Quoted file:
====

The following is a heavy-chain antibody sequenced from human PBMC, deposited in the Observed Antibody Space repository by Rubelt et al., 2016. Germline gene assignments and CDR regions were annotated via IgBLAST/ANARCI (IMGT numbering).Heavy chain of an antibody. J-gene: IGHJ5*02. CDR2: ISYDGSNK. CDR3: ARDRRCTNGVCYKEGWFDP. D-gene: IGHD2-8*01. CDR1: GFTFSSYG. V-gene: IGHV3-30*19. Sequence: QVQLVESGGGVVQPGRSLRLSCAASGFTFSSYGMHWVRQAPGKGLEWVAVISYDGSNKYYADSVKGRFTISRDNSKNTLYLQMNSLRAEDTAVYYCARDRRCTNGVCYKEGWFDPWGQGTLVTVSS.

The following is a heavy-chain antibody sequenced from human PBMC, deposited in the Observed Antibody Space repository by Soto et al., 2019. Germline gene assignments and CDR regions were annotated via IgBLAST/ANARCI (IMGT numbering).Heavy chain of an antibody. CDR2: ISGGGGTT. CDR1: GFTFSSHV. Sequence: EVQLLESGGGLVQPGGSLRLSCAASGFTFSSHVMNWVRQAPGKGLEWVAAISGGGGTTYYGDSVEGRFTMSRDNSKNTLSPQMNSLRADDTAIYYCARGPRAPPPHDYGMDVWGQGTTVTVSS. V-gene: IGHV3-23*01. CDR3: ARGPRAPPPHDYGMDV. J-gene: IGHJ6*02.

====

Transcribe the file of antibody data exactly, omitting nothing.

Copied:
The following is a heavy-chain antibody sequenced from human PBMC, deposited in the Observed Antibody Space repository by Rubelt et al., 2016. Germline gene assignments and CDR regions were annotated via IgBLAST/ANARCI (IMGT numbering).Heavy chain of an antibody. J-gene: IGHJ5*02. CDR2: ISYDGSNK. CDR3: ARDRRCTNGVCYKEGWFDP. D-gene: IGHD2-8*01. CDR1: GFTFSSYG. V-gene: IGHV3-30*19. Sequence: QVQLVESGGGVVQPGRSLRLSCAASGFTFSSYGMHWVRQAPGKGLEWVAVISYDGSNKYYADSVKGRFTISRDNSKNTLYLQMNSLRAEDTAVYYCARDRRCTNGVCYKEGWFDPWGQGTLVTVSS.

The following is a heavy-chain antibody sequenced from human PBMC, deposited in the Observed Antibody Space repository by Soto et al., 2019. Germline gene assignments and CDR regions were annotated via IgBLAST/ANARCI (IMGT numbering).Heavy chain of an antibody. CDR2: ISGGGGTT. CDR1: GFTFSSHV. Sequence: EVQLLESGGGLVQPGGSLRLSCAASGFTFSSHVMNWVRQAPGKGLEWVAAISGGGGTTYYGDSVEGRFTMSRDNSKNTLSPQMNSLRADDTAIYYCARGPRAPPPHDYGMDVWGQGTTVTVSS. V-gene: IGHV3-23*01. CDR3: ARGPRAPPPHDYGMDV. J-gene: IGHJ6*02.